Carson City, western Nevada to see winter storms this week | NevadaAppeal.com

Carson City, western Nevada to see winter storms this week

Kelsie Longerbeam
klongerbeam@nevadaappeal.com
Fred, an oragne tabby cat, loves being outdoors, but his paws can get frostpite in cold weather. Make sure he's inside at nighttime.
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Winter seems to have finally made an appearance in Northern Nevada, and while it can be hard on all of us, it can also be difficult on our pets.

Snow showers are expected to come back tonight, and stay throughout the week. The snow is likely to continue through the weekend. Temperatures will range from the high 20s to low 40s.

“We have a couple different storms coming in. The first is Tuesday, the second is Thursday. The second one looks like it will be very cold. A chance for snow in Carson and the lower valleys is not guaranteed, but something to keep an eye out for. We encourage people to check the forecast frequently this week, especially if you have travel plans,” said Edan Weishahn, meteorologist for the National Weather Service.

Most pets rely on their owners for the safety of their well being. To help keep your entire family safe and warm during the cold winter season, the Red Cross and the Carson Tahoe Veterinary Hospital have offered some cold weather pet-safety tips.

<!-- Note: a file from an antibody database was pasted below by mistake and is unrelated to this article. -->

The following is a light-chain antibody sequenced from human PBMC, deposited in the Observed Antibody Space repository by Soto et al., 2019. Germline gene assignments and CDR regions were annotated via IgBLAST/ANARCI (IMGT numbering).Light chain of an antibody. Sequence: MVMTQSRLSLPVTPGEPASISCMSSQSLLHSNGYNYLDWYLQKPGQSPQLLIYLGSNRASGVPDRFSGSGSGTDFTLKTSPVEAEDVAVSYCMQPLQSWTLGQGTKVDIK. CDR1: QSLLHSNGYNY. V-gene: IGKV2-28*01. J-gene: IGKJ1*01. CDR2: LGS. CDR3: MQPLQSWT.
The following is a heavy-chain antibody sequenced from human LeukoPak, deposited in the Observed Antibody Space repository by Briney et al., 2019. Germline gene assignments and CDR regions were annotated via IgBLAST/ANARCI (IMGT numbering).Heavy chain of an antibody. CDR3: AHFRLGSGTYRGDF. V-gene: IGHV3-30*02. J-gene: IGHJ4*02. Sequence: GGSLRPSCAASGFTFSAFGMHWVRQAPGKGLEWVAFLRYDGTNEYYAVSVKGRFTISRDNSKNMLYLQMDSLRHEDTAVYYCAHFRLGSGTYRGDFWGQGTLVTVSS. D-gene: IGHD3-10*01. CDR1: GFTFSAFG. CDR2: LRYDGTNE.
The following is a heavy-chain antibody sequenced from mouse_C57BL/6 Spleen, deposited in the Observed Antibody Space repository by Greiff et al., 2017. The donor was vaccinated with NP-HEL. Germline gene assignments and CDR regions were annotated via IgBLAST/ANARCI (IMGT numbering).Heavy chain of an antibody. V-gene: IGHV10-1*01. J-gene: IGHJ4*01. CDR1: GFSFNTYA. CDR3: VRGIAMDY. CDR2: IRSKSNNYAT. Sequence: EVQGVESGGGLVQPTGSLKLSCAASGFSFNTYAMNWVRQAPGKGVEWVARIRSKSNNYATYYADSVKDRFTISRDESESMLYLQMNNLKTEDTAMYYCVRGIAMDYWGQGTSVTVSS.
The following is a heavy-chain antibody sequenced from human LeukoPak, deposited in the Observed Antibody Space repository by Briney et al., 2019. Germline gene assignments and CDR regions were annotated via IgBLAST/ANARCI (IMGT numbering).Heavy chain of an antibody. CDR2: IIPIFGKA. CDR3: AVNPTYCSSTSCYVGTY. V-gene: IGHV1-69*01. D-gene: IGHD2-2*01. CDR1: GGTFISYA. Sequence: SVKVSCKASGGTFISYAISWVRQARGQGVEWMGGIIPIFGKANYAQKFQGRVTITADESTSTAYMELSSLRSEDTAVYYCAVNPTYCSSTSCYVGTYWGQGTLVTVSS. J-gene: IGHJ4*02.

“If you can’t handle being outside in the cold for two minutes, neither can (your pets). So please don’t leave your pets outdoors,” said Dr. Lisa Lewis, veterinarian for the Carson Tahoe Veterinary Hospital.

First, if possible, bring your pets inside during cold weather. Especially at night. This is more important for pets like dogs and cats.

Move outside dwelling animals like livestock to sheltered areas, shielded from wind, and make sure they have access to non-frozen drinking water. Also make sure any outside animals have access to their food and water, so as it’s not blocked by any debris or other obstacles. They’re going to need the nutrients to stay warm.

Signs of frostbite on animals include discoloration of the frozen area, or pale or even blue skin. The animal might have either no sense of feeling or lots of pain. The areas most susceptible to frostbite are the pads of the paws, tails, and tips of the ears. In the worst cases, frostbite can result in needing to amputate, or freezing to death.

Lewis also urges pet owners to keep up their pets health with vaccines and sanitation. Just like people, cold season is illness season.

The American Red Cross shelters, feeds and provides emotional support to victims of disasters; supplies about 40 percent of the nation’s blood; teaches skills that save lives; provides international humanitarian aid; and supports military members and their families. The Red Cross is a not-for-profit organization that depends on volunteers and the generosity of the American public to perform its mission. For more information, please visit redcross.org or visit us on Twitter at @RedCross.